This is a guest post by TeachStreet writer Kenji Crosland. TeachStreet is a website dedicated to providing local and online classes, including foreign language classes in languages like Spanish and French.
There’s a lot lost in translation: humor, depth, and sometimes even the basic meaning of words themselves. Although great translators can manage to capture the spirit of the original, it can take them years to do so. I have even heard of some translators spending days pondering the nuance of a single phrase! Because of strict deadlines, however, film translators don’t have that kind of luxury, and thus the translations aren’t as good as they could be.
A very clever joke in English, for example, might go flat when translated into Japanese. With time, a translator might be able to think of a way to make a joke work, but usually they can’t. I had this experience myself when I watched the movie “Dodgeball” in Tokyo. I must have laughed out loud several times at intervals when the crowd was silent. It was not until I had read the subtitles that I realized why. Oftentimes certain jokes weren’t translated at all, and were replaced with lame Japanese jokes that were similar in nature but failed to hit the punchline.
I was able to forgive the translators their terrible work because I knew just how difficult a job it was. A year or two back I had read a Japanese news article (Sorry, the title escapes me) about how hard it is to translate for movies. You can’t have subtitles crowding half the screen, so you’re limited to a certain amount of characters (just like twitter). When the actors are talking rapid-fire, sometimes you have to cut out part of what they’re saying from your translation just to keep up with the flow. Jokes, which often require cultural and linguistic context, often don’t stand a chance.
If you’re dubbing, however, you have a little more freedom. Although dubbing has a bad reputation in the States because the voice acting for most dubbed movies is horrendous and the words often appear out of sync with mouth movements, we must remember that the budget simply isn’t there to make dubbing better (by hiring better actors, sound technicians, etc). When done right, however, dubbing can be a good alternative to subtitles. First of all, you’re able to add more colloquial language which can be less stilted than subtitles. If you have a comedian voice actor, for example, they might be able to ad lib a joke or even use a certain voice inflections which carry a joke’s meaning much more effectively than a stale sentence would. Furthermore, although you have a time limit, you have no character limit, so you may not have to cut short dialogue in order to fit the screen.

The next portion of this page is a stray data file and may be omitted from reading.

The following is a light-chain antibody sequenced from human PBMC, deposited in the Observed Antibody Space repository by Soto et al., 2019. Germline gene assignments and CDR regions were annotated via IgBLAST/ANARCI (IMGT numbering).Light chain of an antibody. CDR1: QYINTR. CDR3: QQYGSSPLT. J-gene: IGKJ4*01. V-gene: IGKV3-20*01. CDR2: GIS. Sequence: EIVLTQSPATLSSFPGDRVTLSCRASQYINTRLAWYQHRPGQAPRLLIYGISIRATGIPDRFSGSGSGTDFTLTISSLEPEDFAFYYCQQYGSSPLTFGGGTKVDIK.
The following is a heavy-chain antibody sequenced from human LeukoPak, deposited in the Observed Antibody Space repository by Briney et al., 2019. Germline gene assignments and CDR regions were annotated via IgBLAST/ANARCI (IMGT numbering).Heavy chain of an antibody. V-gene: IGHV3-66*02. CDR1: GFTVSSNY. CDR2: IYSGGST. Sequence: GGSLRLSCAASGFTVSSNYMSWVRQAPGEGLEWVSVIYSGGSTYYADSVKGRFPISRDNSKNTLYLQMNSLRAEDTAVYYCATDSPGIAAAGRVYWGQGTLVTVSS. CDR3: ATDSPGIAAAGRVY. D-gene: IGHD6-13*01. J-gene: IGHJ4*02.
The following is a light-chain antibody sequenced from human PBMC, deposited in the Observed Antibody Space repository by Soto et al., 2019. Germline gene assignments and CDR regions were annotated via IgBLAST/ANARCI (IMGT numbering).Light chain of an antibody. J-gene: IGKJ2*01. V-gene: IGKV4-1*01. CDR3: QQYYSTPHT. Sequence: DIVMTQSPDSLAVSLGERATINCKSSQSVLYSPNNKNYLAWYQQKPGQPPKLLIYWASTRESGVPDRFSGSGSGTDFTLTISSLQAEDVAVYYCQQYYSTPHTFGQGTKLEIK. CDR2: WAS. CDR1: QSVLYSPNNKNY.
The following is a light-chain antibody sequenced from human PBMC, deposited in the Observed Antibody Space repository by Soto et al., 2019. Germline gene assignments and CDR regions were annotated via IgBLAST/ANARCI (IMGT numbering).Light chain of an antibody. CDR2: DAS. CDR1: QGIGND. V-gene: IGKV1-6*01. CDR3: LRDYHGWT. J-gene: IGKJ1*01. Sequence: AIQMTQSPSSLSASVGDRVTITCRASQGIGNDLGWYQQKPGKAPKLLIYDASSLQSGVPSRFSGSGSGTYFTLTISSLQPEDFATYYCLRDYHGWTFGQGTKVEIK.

Personally, I haven’t seen many good dubbed movies myself, although some animated movies seem to do a fair job at it. I have heard it’s possible, however. I can’t speak for myself, but a friend of mine told me that the dubbed Italian version of the first Spiderman movie was done so well it was hard to tell that they weren’t the original voices.
If I had a choice, I’d probably choose subtitles over dubbing most of the time. In some movies, however, the subtitles can be so distracting from the action that you’ll spend more time reading than actually watching--especially when you don’t know one word of the original language (I had this experience with “Crouching Tiger, Hidden Dragon”).
My guess is that most people prefer subtitles to dubbed movies. I’m wondering, however, if the vote wouldn’t turn out differently if more time and money was spent improving the quality of dubbed films. So what do you think? Subbed or Dubbed?
Pre-Shabbat Jewish Literary Links
5 hours ago